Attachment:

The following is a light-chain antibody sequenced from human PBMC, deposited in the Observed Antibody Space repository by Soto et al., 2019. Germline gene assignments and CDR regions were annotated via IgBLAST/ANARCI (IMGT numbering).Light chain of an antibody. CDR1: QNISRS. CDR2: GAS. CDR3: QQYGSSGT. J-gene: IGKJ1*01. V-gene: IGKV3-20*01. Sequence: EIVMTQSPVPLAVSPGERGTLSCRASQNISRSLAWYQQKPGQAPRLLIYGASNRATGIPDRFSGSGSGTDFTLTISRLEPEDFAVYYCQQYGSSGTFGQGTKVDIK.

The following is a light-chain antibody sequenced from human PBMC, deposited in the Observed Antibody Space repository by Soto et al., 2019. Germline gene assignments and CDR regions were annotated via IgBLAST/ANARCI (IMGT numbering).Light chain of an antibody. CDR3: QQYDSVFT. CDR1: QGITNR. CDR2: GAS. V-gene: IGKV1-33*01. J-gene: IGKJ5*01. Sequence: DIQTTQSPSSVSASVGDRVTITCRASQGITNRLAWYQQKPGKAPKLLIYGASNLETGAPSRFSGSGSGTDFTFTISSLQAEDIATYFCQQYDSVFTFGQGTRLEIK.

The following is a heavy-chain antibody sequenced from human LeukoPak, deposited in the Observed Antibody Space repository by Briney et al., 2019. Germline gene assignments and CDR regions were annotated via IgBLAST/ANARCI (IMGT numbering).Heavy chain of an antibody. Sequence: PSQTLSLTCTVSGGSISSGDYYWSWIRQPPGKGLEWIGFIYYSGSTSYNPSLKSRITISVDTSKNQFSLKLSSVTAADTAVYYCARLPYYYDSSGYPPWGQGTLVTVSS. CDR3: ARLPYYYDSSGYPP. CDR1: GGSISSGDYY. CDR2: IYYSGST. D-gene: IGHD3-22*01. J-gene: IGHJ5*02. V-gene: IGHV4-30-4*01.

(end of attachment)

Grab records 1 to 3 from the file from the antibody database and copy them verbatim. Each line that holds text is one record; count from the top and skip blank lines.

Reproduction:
The following is a light-chain antibody sequenced from human PBMC, deposited in the Observed Antibody Space repository by Soto et al., 2019. Germline gene assignments and CDR regions were annotated via IgBLAST/ANARCI (IMGT numbering).Light chain of an antibody. CDR1: QNISRS. CDR2: GAS. CDR3: QQYGSSGT. J-gene: IGKJ1*01. V-gene: IGKV3-20*01. Sequence: EIVMTQSPVPLAVSPGERGTLSCRASQNISRSLAWYQQKPGQAPRLLIYGASNRATGIPDRFSGSGSGTDFTLTISRLEPEDFAVYYCQQYGSSGTFGQGTKVDIK.

The following is a light-chain antibody sequenced from human PBMC, deposited in the Observed Antibody Space repository by Soto et al., 2019. Germline gene assignments and CDR regions were annotated via IgBLAST/ANARCI (IMGT numbering).Light chain of an antibody. CDR3: QQYDSVFT. CDR1: QGITNR. CDR2: GAS. V-gene: IGKV1-33*01. J-gene: IGKJ5*01. Sequence: DIQTTQSPSSVSASVGDRVTITCRASQGITNRLAWYQQKPGKAPKLLIYGASNLETGAPSRFSGSGSGTDFTFTISSLQAEDIATYFCQQYDSVFTFGQGTRLEIK.

The following is a heavy-chain antibody sequenced from human LeukoPak, deposited in the Observed Antibody Space repository by Briney et al., 2019. Germline gene assignments and CDR regions were annotated via IgBLAST/ANARCI (IMGT numbering).Heavy chain of an antibody. Sequence: PSQTLSLTCTVSGGSISSGDYYWSWIRQPPGKGLEWIGFIYYSGSTSYNPSLKSRITISVDTSKNQFSLKLSSVTAADTAVYYCARLPYYYDSSGYPPWGQGTLVTVSS. CDR3: ARLPYYYDSSGYPP. CDR1: GGSISSGDYY. CDR2: IYYSGST. D-gene: IGHD3-22*01. J-gene: IGHJ5*02. V-gene: IGHV4-30-4*01.